# Math 366 Practice Problems for Exam 2

1.Constructive Proof of an Existential Statement.

(a) Prove that there is an even integer n such that n mod 3 = 1.

(b) Prove that there exists a rational number q such that 9 q^{2} = 4.

(c) Prove that there exist two real numbers whose product is less than their
sum .

(d) Prove that there exist two real numbers which are not equal to each other
and whose product

is equal to their sum .

(e) Prove that there is an odd integer n such that n > 1 and n has the form 3k +
1 for some

integer k.

2. Direct Proof of a Universal Statement.

(a) Prove that if n is an integer which is divisible by 6 then n is divisible by
3.

(b) Prove that for any integers a, b, c, and d, if a divides b and c divides d
then a · c divides b · d.

(c) Prove that the product of two odd integers is odd.

(d) Prove that for any sets A, B, and C, if A B and A
C then A
B ∩ C.

(e) Prove that if n is an integer which is divisible by 5 then 3n is divisible
by 15.

(f) Prove that for any rational numbers a and b, if a ≠ 0 then there is a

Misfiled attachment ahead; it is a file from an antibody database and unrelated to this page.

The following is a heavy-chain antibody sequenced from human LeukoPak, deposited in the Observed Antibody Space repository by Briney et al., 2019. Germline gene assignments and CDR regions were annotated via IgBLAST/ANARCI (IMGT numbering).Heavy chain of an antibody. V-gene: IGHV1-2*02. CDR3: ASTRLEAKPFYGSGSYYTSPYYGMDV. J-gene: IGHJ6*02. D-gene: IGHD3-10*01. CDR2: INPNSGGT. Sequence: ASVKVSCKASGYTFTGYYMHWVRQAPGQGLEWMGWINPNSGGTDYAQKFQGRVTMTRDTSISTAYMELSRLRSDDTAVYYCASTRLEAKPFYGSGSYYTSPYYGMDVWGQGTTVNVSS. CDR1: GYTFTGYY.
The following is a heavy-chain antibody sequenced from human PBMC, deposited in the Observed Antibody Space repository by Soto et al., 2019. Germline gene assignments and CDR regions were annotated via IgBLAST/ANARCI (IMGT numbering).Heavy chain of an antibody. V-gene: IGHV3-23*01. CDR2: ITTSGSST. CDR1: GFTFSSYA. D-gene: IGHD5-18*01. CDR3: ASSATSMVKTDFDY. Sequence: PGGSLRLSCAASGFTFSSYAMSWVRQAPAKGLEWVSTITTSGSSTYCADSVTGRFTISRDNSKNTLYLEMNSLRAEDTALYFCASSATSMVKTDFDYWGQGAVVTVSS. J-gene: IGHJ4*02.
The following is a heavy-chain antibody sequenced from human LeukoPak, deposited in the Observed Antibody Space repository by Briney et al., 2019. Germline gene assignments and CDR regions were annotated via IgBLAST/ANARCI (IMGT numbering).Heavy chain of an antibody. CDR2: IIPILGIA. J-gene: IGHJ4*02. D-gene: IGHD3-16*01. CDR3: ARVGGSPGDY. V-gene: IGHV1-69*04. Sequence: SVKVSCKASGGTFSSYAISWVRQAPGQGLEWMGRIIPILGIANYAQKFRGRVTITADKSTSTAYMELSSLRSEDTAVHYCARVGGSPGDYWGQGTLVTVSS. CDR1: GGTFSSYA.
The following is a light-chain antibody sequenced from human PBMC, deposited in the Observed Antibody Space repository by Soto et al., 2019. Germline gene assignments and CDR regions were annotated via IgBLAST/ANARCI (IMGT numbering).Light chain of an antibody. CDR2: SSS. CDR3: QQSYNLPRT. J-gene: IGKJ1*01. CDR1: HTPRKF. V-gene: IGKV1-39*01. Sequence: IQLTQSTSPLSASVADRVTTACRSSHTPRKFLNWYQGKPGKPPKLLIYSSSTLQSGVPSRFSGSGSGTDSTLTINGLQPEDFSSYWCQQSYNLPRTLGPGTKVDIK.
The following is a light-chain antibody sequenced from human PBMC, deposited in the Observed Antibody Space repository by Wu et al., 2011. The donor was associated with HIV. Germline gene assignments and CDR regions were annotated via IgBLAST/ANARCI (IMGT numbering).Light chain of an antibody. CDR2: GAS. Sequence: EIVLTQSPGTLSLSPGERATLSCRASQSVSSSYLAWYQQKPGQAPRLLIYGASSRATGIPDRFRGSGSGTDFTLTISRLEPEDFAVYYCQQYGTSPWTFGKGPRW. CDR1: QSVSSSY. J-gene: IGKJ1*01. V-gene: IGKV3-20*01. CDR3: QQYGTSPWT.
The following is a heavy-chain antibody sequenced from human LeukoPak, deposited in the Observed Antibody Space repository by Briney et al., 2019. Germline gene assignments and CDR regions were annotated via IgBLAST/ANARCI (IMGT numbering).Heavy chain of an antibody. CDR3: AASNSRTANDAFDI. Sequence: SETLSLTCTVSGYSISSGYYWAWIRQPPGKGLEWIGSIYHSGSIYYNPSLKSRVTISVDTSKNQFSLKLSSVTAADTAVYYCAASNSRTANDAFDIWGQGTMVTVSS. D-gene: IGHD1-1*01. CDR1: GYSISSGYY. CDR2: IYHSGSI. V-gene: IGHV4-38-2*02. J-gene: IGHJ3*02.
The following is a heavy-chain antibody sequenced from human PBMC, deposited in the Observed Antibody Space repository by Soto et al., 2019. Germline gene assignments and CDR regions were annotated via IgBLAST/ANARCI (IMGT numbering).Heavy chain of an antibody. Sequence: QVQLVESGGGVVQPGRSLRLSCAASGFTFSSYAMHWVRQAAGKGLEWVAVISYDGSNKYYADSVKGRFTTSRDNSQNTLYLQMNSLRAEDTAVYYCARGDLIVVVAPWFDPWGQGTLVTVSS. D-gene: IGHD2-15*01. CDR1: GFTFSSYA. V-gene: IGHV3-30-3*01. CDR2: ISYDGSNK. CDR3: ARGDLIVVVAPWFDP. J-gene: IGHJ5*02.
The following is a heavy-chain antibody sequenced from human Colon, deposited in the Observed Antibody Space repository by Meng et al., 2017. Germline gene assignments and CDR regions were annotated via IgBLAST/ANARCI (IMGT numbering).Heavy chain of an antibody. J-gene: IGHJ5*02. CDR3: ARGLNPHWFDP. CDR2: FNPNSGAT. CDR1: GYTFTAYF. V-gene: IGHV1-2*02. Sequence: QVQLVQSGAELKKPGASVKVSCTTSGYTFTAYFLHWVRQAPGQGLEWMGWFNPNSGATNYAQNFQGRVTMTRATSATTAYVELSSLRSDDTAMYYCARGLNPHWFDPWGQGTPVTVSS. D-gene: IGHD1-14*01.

rational number x such

that ax + b = 0.

(g) Show that the reciprocal of any nonzero rational number is rational.

3. Proof by Cases.

(a) Prove that for every integer n, n and n + 2 have the same parity (i.e.
either n and n + 2 are

both even or n and n + 2 are both odd).

(b) Prove that for any integer n, n^{2} + n is even.

(c) Prove that for any integers n and m, n^{2}+3m ≠ 2. Hint: Use an argument by
cases depending

on what the remainder is when n is divided by 3.

(d) Prove that for any sets A, B, and C, if A
C then A ∪ (B ∩ C)
C.

4. Mathematical Induction .

(a) Prove that for any integer n, if n ≥ 0 then 4 divides 5^{n} -
1.

(b) Prove that for any integer n, if n ≥ 1 then 4 divides 6^{n} - 2^{n}.

(c) Show that 2n + 1 < 2^{n} for every integer n with n ≥ 3.

(d) Using the fact that 2n+1 < 2^{n} for every integer n with n ≥ 3, show that for
every integer n,

if n ≥ 5 then n^{2} < 2^{n}.

5. Strong Mathematical Induction and the Well- Ordering Principle .

(a) Suppose is a sequence defined as follows:

for all integers k ≥ 2.

Prove that for all integers n ≥ 0.

(b) Suppose is a sequence defined as follows:

for all integers k ≥ 2.

Prove that for all integers n ≥ 0.

6. Proofs by Contradiction and Contraposition.

(a) Prove that there is no smallest real number x such
that 1 < x < 2..

(b) For any integer n, if n^{2} is not divisible by 3 then n is not
divisible by 3.

7. Computations with Sets.

(a) Let A = {a, c, d} and B = {b, c, f} be subsets of the universal set U = {a,
b, c, d, e, f, g}.

Compute A ∪ B, A ∩ B, A − B, A^{c}, and A × B using “bracket” notation.

(b) Let A = {1, 3} and B = {2, 3} be subsets of the universal set U = {0, 1, 2,
3, 4}. Compute

A ∪ B, A ∩ B, A − B, A^{c}, and A × B using “bracket” notation.

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